I know this question has been answered in other threads, but none of the solutions worked for me. I have a pdf file which contains 4 plots with millions of colourful dots (Manhattan plots). The PDF file is so big (~100 MB) and I cannot even open it properly on my computer. I have tried gs and commands like

gs -sDEVICE=pdfwrite -dPDFSETTINGS=/ebook -q -o output.pdf manhattan_plots_long.pdf

but it seems that it does not work and I get an error message which says "Unable to convert color space to sRGB, reverting strategy to LeaveColorUnchanged."

I could find another code which fixes this error, but the new PDF file has the same size!

gs -sDEVICE=pdfwrite -dCompatibilityLevel=1.4 -dNOPAUSE -dQUIET -dBATCH \
  -dAutoRotatePages=/None -dUseCIEColor -sOutputFile=output.pdf input.pdf

I do not understand what is wrong. Is there any solution for my problem?

  • 1
    Have you tried -dPDFSETTINGS=/screen?
    – DopeGhoti
    Commented Oct 26, 2017 at 19:52
  • @ DopeGhoti,yes. When I try with -dPDFSETTINGS=/screen I get the error message that I mentioned above.
    – Anna1364
    Commented Oct 26, 2017 at 20:05
  • Have you tried using the imagemagick convert tool? Commented Oct 26, 2017 at 22:42
  • Guess: the embedded images are too large, and most programs run into trouble handling them. Ideas: (1) Use pdftk or some other tool to extract single pages, and see if they render, so you can narrow down the problem. (2) Find another pdf with a simple image, make copy of your PDF, open copy in text editor that can handle large files (e.g. emacs), find the images and replace them with the simple image. Then fix xref table with pdftk. You'll probably need some understanding of the PDF format to fix the problem, anyway, and this way you can get some idea how it looks like.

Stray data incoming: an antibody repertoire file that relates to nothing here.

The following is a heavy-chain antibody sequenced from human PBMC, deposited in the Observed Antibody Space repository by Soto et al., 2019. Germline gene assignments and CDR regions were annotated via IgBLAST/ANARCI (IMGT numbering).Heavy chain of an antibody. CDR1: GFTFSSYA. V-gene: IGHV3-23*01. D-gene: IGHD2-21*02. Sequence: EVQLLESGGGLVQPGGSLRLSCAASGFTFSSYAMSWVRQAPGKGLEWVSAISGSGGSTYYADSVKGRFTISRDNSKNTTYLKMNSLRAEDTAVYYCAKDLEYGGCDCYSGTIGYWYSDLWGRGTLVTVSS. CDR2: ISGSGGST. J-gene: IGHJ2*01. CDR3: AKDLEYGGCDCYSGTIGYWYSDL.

– dirkt
    Commented Oct 27, 2017 at 8:20
  • related question: How to analyze the space usage within pdf document?
    – milahu
    Commented Aug 19, 2023 at 12:21

3 Answers 3


Try adding -r150 to the second command, so

gs -sDEVICE=pdfwrite -dCompatibilityLevel=1.4 -dNOPAUSE -dQUIET -dBATCH \ -dAutoRotatePages=/None -dUseCIEColor -r150 -sOutputFile=output.pdf input.pdf

You can play with numbers smaller than 150 to reduce image DPI.

Another option that can help is -dCompressFonts=true

  • GPL Ghostscript 10.01.1: Use of -dUseCIEColor detected! Since the release of version 9.11 of Ghostscript we recommend you do not set -dUseCIEColor with the pdfwrite/ps2write device family.
    – milahu
    Commented Aug 19, 2023 at 12:16

As I did not see the file, I can only guess that you have a highly detailed document intended for high-quality prints (e.g. large posters). The graphics are most likely vector graphics which ghostscript wants to conserve. Follow @Academiphile advice to have the document's individual pages rendered off-screen into adequately low resolution raster images:

ghostscript -dNOPAUSE -dBATCH -sDEVICE=tiffgray -sOutputFile=output.tif input.pdf

The resulting multi-page tif will be large, but you can proceed to view the images with a viewer of your choice. Please do not try to do anything else with that file (e.g. edit and give to print – the printer operator would be furious and/or suffer a mental breakdown).


I found that thread while looking for a solution to create some sort of alias where I could either modify a command before I execute it (e.g. populate) or use an alias with arguments. I ended up creating a function for it and I thought it could help other people looking for similar solutions. You can directly insert these type of function into your .bashrc file.

## Function to compress PDF
compress-high() {
    # compress pdf $2 into $1 using minimizing size
    gs -sDEVICE=pdfwrite -dCompatibilityLevel=1.4 -dPDFSETTINGS=/screen -dNOPAUSE -dQUIET -dBATCH -sOutputFile=$1 $2

This specific example is using ghostscript to compress a pdf, $1 is the first argument and represent the name for the compressed pdf and $ is the second argument and represent the name for the input pdf that you want to compress. This could easily be adapted to other uses.

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